4 Real Ways to Hold Your Church Accountable
“Accountability” is a buzz word that is thrown around quite loosely these days. “We need to be accountable” or “we have to hold our organization accountable” are phrases we might hear during a church board meeting.
The idea is Biblical. Paul implores Christians to live a life “above reproach” and “blameless” (1 Tim 3, Titus 1). So what are the ways we can practically live out this goal of accountability when it comes to our churches bookkeeping and financials?
- Annual financial audit/review by a CPA. This does not have to be a full-blown audit every single year, but even having a CPA do a review or survey of your organization’s bookkeeping methods can provide value.* This also helps keep the church staff motivated to keep good records.
- Internal audits. This can be performed by someone on staff at the church or by someone outside the organization. The audit can be as broad or specific as the church would like and can be performed as frequently as needed. The more the audits come back squeaky clean, the more everyone else can rest assured that the financials are being handled responsibly.
- Outsource some bookkeeping tasks. While the church may need a fulltime bookkeeper because they are larger or may be too small to afford a fulltime bookkeeper, some of the bookkeeping tasks can still be outsourced. By dividing and outsourcing even some of the bookkeeping tasks the layers of accountability increase. Many churches choose to outsource some or all of their bookkeeping to companies like Bellwether Church Solutions primarily because of accountability concerns.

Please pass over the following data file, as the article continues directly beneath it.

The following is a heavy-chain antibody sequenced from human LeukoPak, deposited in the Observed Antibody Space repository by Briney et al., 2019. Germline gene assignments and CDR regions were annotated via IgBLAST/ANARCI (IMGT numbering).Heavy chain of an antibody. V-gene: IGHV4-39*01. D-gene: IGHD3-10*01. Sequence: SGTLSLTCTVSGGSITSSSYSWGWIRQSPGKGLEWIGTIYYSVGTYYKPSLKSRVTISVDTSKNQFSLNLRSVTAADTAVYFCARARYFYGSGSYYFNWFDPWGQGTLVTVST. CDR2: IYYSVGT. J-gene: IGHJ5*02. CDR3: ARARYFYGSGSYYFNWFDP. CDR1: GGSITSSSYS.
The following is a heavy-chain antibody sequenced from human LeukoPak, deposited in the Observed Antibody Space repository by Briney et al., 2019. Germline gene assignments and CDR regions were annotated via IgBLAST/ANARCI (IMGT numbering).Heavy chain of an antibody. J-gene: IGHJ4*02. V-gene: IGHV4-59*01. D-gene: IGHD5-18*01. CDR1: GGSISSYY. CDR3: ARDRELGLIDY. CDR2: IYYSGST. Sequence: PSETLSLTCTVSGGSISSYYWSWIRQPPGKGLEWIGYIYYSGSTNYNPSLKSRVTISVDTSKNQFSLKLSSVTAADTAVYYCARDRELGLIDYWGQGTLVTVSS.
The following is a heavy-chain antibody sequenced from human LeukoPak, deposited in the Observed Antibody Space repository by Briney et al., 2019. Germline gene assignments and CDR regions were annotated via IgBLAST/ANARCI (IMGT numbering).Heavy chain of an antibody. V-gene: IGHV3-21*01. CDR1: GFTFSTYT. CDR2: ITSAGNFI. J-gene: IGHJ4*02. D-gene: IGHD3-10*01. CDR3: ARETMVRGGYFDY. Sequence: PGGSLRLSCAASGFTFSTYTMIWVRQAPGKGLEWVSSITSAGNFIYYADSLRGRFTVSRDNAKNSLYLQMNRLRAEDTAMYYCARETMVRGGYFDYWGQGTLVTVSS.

- Become ECFA certified. The Evangelical Council for Financial Accountability (ECFA) offers accreditation for churches who want to demonstrate their commitment to high standards of financial integrity. They require a membership application and annual renewal in exchange for a standards check-in program, ECFA member compliance concern reporting, and formal compliance reviews. The cost is based on the churches annual income which means this is something any church can afford and should take advantage of!
Please note that not every church needs to be doing all four of the things listed and certainly not all four simultaneously. And, there are other real ways to hold your church accountable. This is simply a list of ways to get started.
*ECFA recommends a CPA audit annually if the budget exceeds $3 million/year. Budgets between $1 million and $3 million should consider an occasional audit with annual CPA reviews in between audits.